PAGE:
Those who can, do. Those who can’t, teach.”
Usually, that’s considered an insult for instructors. Based on five different studies – over five different decades – it may also be the truth.
In a recent essay on Quartz, Jonathan Wai, a Duke University researcher, came to a surprising conclusion: Different majors attract students with different academic aptitudes. In fact, Wai ranked the cognitive abilities of students in various majors. And here’s what else he found: These rankings “remained remarkably constant for the last seven decades.”
WHICH MAJORS EARN THE HIGHEST SCORES?
Heresy, you say? Curious perhaps? Well, here’s how the majors shake out. The highest scores belonged to students in the STEM fields, particularly engineering, physical and biological sciences, and mathematics and computer sciences. And the lowest scores? Brace yourself: They came out of education and business.
That’s right: The next generation is being educated by professionals who were collectively among academia’s lowest performers (Can you say ‘ironic?’).
Let’s look at this in more depth. And we’ll start with “The 2014 SAT Report on College and Career Readiness,” which covered math and verbal aptitudes for 1.6 million high school seniors. Granted, these seniors might change majors once they arrive on campus. However, as you’ll see, their numbers reflect a pattern.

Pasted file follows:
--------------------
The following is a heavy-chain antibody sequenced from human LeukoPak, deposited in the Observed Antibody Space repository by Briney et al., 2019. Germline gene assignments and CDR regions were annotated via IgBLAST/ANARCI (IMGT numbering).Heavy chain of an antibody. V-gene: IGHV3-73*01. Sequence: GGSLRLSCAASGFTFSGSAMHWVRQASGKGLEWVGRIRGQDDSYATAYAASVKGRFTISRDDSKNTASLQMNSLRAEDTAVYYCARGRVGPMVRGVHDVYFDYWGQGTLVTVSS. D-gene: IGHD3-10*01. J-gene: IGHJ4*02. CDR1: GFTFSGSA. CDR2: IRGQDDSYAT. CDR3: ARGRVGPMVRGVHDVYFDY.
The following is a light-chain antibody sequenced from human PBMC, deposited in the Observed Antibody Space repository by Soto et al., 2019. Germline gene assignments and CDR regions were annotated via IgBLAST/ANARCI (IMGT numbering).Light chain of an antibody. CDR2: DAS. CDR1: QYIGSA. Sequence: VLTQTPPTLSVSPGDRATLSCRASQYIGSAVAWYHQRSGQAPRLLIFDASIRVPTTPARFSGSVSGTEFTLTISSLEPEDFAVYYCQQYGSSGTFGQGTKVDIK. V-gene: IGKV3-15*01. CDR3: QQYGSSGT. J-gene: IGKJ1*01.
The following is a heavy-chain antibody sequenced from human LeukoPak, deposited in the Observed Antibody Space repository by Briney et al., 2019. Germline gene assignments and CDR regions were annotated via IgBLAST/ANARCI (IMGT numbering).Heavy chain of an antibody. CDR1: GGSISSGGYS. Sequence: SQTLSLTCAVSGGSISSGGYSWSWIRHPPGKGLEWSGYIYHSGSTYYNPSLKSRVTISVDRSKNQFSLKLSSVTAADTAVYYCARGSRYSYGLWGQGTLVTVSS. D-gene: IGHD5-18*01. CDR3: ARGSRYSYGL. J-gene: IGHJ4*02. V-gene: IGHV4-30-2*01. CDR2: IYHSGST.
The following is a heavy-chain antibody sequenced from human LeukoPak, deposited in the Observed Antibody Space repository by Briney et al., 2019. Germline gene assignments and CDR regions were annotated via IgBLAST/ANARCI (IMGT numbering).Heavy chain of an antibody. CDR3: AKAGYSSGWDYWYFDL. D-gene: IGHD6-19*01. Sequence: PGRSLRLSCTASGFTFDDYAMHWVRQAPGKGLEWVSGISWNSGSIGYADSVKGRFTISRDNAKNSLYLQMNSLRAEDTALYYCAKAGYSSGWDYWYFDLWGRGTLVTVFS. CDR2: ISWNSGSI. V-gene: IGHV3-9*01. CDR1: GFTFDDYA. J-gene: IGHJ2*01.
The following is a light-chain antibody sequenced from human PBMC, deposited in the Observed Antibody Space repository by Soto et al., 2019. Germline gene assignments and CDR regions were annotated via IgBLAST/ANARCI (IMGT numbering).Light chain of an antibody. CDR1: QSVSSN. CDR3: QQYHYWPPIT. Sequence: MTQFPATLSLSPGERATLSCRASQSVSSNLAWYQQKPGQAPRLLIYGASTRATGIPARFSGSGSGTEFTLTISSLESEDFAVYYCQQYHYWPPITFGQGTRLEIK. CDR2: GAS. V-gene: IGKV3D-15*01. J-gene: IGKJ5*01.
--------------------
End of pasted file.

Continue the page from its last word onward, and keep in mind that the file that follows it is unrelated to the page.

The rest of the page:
Here, math and statistics majors – as a group – notched the highest scores, averaging a 574 SAT. They were followed by the physical sciences (571.5), social sciences (557.5), engineering (553.5), and biological and biomedical sciences (544.5). Technically, prospective agriculture majors produced the lowest scores with a 473 SAT average. But they were certainly within striking distance of education majors, who averaged a 482 as a whole. If you’re worried about your health, you’ll take little comfort in knowing future health professionals scored a 490…nine points lower than artists and 49 points behind the ever-maligned liberal arts majors.
BUSINESS AND SOCIAL SCIENCES CLIMBING
Looking for a silver lining? If you plan to major in business, you’re now middle-of-the-pack. Traditionally, students pursuing business barely edged out aspiring educators. Based on the latest SATs, business majors averaged a 507.5, slightly above communications and journalism majors (but still 66.5 points below alpha mathematicians. According to Wai, these rising numbers potentially herald a brighter future for future bankers, entrepreneurs, and marketing mavens. “Business appeared near the bottom from 1946 to 2005,” Wai writes, “but by 2014 had risen to the middle of the pack. This shows business is attracting more able students in recent years, perhaps due to the value of this major among current employers.”
And this data bears a striking resemblance to another academic barometer, GRE scores. In this exercise, Wai tabulated GRE scores from 1.2 million students from 2002-2005. And here’s what he found: Potential engineers supplanted their physical science and mathematics brethren as the smartest cohort – but not by much. Engineers generated a 594 average as a group, compared to 592 respectively for math and physical science. As you might guess, education finished dead last at 492 – 102 points below engineering. Alas, business prospects finished next-to-last at 517 (but still hold bragging rights over educators).